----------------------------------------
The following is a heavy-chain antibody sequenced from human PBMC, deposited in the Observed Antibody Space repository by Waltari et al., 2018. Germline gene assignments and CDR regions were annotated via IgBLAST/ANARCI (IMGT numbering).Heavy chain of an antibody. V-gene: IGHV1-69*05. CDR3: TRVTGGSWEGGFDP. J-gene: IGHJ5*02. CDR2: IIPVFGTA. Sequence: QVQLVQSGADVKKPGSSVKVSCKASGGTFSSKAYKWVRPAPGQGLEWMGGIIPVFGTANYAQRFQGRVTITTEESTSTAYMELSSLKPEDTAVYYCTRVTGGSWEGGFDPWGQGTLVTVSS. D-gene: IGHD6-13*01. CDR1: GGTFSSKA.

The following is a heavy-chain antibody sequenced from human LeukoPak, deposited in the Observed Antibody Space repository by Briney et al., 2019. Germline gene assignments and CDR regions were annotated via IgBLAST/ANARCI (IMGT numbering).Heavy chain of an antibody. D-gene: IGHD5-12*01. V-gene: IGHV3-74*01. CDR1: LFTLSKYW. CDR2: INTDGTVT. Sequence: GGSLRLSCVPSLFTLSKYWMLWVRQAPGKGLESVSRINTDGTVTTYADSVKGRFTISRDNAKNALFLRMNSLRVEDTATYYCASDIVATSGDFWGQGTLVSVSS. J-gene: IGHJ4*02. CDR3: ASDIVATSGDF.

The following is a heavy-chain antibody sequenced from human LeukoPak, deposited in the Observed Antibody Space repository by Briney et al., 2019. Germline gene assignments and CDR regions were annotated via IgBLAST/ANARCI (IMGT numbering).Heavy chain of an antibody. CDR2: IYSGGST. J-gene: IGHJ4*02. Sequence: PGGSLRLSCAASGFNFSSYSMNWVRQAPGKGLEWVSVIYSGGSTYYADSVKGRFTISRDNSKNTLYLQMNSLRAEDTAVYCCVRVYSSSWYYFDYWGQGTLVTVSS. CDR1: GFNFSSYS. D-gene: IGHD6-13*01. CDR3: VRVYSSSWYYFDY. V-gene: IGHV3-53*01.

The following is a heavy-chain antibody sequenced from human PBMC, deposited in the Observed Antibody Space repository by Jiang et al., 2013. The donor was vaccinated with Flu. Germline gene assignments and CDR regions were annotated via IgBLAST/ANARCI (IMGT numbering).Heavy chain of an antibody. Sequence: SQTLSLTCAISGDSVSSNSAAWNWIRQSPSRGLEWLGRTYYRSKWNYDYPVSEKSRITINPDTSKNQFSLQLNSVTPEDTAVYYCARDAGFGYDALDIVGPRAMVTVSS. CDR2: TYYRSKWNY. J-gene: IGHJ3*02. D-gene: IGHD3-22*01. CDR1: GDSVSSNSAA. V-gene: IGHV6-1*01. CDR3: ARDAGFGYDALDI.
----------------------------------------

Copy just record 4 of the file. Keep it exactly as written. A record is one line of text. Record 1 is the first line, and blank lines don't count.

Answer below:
The following is a heavy-chain antibody sequenced from human PBMC, deposited in the Observed Antibody Space repository by Jiang et al., 2013. The donor was vaccinated with Flu. Germline gene assignments and CDR regions were annotated via IgBLAST/ANARCI (IMGT numbering).Heavy chain of an antibody. Sequence: SQTLSLTCAISGDSVSSNSAAWNWIRQSPSRGLEWLGRTYYRSKWNYDYPVSEKSRITINPDTSKNQFSLQLNSVTPEDTAVYYCARDAGFGYDALDIVGPRAMVTVSS. CDR2: TYYRSKWNY. J-gene: IGHJ3*02. D-gene: IGHD3-22*01. CDR1: GDSVSSNSAA. V-gene: IGHV6-1*01. CDR3: ARDAGFGYDALDI.